2. The application is premised on grounds that the persons whose conduct is complained of are not respondents, and the period of joining other respondents in the petition has lapsed. Further that the liability of electoral officers is personal as far as their conduct is concerned. Lastly, the resolution of the election petition shall be expedited.
3. The application is supported by an affidavit sworn by the 2nd Respondent, Micheal Kosgei who deposed that he was a Returning Officer of Matungu Constituency. He deposed that his duties as stipulated in the Election Act, inter-alia, include: Conduct elections in the constituency level; Tally results from each polling station in the constituency; Announce constituency results for president, senator, governor, woman representative, member of national assembly and county representatives; and give lawful instructions to the presiding officers. The 3rd Respondent deposed that the presiding officers were appointed with clear mandate to preside elections at polling stations. It was his disposition that all the presiding officers at the 87 polling stations in Matungu constituency made declarations before him as is required by law to the effect that they understood their electoral mandate and would follow the Regulations and any lawful instructions given to them.
4. The deponent stated that the allegations contained in the aforementioned paragraphs of the petition, the petitioner’s affidavit and affidavits sworn by witnesses are complaints against presiding officers and other persons who are not respondents in this petition. It is the 1st and 2nd Respondents’ claim that any person whose conduct is complained of in relation to an election must be made a respondent to a petition. Further that the complaints are offences under the Elections Act and thus vicarious liability does not arise against the deponent and/or the 1st Respondent. In that regard, the deponent prayed that the aforementioned paragraphs and of the petitions and affidavits be struck out with costs so as to expedite the hearing and determination of this petition.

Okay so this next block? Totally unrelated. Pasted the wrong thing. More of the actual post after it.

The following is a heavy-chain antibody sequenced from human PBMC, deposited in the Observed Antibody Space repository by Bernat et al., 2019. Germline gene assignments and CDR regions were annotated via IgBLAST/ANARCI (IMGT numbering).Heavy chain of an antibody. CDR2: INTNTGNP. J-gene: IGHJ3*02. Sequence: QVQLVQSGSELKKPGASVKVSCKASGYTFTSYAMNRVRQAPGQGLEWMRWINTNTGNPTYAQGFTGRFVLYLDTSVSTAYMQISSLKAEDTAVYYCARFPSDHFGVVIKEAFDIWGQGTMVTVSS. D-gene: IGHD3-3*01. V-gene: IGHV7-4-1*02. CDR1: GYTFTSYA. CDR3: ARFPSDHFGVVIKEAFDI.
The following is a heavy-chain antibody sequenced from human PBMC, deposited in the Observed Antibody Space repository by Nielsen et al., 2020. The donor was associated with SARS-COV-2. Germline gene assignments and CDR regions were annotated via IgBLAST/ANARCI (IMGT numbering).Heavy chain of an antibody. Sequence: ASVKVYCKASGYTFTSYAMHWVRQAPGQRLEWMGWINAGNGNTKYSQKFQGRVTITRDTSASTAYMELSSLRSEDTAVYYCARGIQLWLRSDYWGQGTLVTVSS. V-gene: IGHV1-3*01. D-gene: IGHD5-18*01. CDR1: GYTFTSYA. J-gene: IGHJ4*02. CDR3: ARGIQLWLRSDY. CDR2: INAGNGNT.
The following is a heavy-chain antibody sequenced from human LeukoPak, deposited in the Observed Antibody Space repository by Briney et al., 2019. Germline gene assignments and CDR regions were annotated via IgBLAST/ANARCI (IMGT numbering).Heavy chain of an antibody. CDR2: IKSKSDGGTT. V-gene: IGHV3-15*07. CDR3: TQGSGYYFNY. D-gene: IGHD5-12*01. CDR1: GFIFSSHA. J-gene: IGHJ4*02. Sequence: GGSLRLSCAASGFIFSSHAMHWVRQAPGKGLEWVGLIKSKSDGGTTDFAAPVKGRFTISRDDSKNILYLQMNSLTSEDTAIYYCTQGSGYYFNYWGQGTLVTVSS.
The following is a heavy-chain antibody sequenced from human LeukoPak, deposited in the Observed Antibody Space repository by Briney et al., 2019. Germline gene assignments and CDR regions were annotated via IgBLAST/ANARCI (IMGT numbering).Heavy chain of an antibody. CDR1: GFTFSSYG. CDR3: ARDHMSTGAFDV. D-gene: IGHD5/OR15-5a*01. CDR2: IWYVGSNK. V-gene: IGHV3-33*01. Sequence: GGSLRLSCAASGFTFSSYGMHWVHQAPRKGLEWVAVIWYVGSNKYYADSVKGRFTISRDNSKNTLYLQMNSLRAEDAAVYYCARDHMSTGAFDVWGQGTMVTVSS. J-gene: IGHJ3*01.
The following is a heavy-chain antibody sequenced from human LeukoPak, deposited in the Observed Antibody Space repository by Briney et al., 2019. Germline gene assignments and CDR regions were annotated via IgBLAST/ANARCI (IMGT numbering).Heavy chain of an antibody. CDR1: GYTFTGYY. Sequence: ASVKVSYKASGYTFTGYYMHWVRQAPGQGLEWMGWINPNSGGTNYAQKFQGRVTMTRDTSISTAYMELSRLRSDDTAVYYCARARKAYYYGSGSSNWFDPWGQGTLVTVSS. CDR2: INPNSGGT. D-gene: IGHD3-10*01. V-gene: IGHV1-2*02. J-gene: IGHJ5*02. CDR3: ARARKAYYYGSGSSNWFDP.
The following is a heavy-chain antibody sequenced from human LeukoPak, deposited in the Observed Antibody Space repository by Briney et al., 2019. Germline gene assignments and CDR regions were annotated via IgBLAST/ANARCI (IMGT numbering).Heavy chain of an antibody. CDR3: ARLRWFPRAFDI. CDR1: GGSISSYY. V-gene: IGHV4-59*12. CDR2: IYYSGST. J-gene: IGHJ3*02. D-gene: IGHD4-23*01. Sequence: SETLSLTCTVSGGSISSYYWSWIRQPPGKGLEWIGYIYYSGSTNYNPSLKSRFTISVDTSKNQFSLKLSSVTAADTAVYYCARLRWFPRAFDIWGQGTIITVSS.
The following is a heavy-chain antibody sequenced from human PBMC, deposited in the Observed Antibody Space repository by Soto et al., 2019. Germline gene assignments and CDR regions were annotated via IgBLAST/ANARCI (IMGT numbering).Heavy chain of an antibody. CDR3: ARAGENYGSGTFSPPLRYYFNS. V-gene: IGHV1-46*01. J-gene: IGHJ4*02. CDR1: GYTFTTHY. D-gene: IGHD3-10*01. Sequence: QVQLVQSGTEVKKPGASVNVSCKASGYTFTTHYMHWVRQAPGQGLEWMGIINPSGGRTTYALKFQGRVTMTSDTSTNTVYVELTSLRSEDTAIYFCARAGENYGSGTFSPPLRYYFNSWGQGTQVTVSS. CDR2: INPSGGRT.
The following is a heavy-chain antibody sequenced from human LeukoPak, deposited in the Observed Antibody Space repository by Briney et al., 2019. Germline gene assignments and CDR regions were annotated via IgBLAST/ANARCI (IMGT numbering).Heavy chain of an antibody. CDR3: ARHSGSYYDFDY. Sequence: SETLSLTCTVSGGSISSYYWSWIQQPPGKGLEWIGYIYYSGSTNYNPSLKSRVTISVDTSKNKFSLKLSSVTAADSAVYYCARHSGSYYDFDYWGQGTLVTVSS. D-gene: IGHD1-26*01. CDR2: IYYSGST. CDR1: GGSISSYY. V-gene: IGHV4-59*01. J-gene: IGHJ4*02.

5. This application was opposed by the Petitioner who filed Grounds of Objection dated 13/5/2013. The Petitioner’s objection is on the basis that the application is a misunderstanding of electoral law for reasons that the presiding officers are defined under Regulation 3(6) of the Election (General) Regulations, 2012 as ‘such other staff’ whose legitimate conduct is in law attributed to the Returning Officer. Further that there is no requirement in law to cite presiding officers as Respondents in an election petition. Consequently, the application is misconceived, vexatious and an abuse of the due process of the Court.
6. The Petitioner being aggrieved with the declaration of the 3rd Respondent as the elected member of the National Assembly for Matungu Constituency filed a Petition dated 8/4/2013 together with an Affidavit in support of the peition sworn on the same date. The Petitioner was a candidate in the Parliamentary election. The Petitioner averred that the National Assembly Election for Matungu Constituency was marred with multiplicity of electoral malpractices, violations of Electoral Code of Conduct, commission of a variety of election offences, illegal practices amongst other ills.